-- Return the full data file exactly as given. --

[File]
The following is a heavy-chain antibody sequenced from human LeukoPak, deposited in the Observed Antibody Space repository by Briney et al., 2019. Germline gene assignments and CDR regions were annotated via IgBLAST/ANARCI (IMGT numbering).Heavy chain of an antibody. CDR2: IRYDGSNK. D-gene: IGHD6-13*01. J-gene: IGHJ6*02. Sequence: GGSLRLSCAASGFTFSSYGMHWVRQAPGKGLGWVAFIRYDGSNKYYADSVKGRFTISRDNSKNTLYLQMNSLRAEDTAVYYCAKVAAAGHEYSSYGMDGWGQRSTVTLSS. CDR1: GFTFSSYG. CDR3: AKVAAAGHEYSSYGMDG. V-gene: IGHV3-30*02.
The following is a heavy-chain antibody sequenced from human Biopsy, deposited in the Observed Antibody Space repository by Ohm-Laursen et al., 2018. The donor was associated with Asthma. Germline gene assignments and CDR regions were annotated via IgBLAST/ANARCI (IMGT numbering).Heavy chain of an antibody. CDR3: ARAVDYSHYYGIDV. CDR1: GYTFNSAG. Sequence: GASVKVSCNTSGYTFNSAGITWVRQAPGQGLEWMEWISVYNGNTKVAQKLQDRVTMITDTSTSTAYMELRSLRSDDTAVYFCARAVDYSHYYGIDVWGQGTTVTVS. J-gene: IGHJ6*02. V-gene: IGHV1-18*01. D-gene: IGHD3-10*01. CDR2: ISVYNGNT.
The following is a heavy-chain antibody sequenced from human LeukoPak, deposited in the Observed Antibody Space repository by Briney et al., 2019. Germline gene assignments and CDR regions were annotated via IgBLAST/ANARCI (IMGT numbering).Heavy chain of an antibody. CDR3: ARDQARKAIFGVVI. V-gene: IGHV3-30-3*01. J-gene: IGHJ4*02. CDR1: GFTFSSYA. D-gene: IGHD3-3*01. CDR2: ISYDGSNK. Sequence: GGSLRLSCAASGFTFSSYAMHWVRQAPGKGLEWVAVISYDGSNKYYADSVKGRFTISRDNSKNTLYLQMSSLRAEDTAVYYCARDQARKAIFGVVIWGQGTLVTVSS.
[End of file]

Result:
The following is a heavy-chain antibody sequenced from human LeukoPak, deposited in the Observed Antibody Space repository by Briney et al., 2019. Germline gene assignments and CDR regions were annotated via IgBLAST/ANARCI (IMGT numbering).Heavy chain of an antibody. CDR2: IRYDGSNK. D-gene: IGHD6-13*01. J-gene: IGHJ6*02. Sequence: GGSLRLSCAASGFTFSSYGMHWVRQAPGKGLGWVAFIRYDGSNKYYADSVKGRFTISRDNSKNTLYLQMNSLRAEDTAVYYCAKVAAAGHEYSSYGMDGWGQRSTVTLSS. CDR1: GFTFSSYG. CDR3: AKVAAAGHEYSSYGMDG. V-gene: IGHV3-30*02.
The following is a heavy-chain antibody sequenced from human Biopsy, deposited in the Observed Antibody Space repository by Ohm-Laursen et al., 2018. The donor was associated with Asthma. Germline gene assignments and CDR regions were annotated via IgBLAST/ANARCI (IMGT numbering).Heavy chain of an antibody. CDR3: ARAVDYSHYYGIDV. CDR1: GYTFNSAG. Sequence: GASVKVSCNTSGYTFNSAGITWVRQAPGQGLEWMEWISVYNGNTKVAQKLQDRVTMITDTSTSTAYMELRSLRSDDTAVYFCARAVDYSHYYGIDVWGQGTTVTVS. J-gene: IGHJ6*02. V-gene: IGHV1-18*01. D-gene: IGHD3-10*01. CDR2: ISVYNGNT.
The following is a heavy-chain antibody sequenced from human LeukoPak, deposited in the Observed Antibody Space repository by Briney et al., 2019. Germline gene assignments and CDR regions were annotated via IgBLAST/ANARCI (IMGT numbering).Heavy chain of an antibody. CDR3: ARDQARKAIFGVVI. V-gene: IGHV3-30-3*01. J-gene: IGHJ4*02. CDR1: GFTFSSYA. D-gene: IGHD3-3*01. CDR2: ISYDGSNK. Sequence: GGSLRLSCAASGFTFSSYAMHWVRQAPGKGLEWVAVISYDGSNKYYADSVKGRFTISRDNSKNTLYLQMSSLRAEDTAVYYCARDQARKAIFGVVIWGQGTLVTVSS.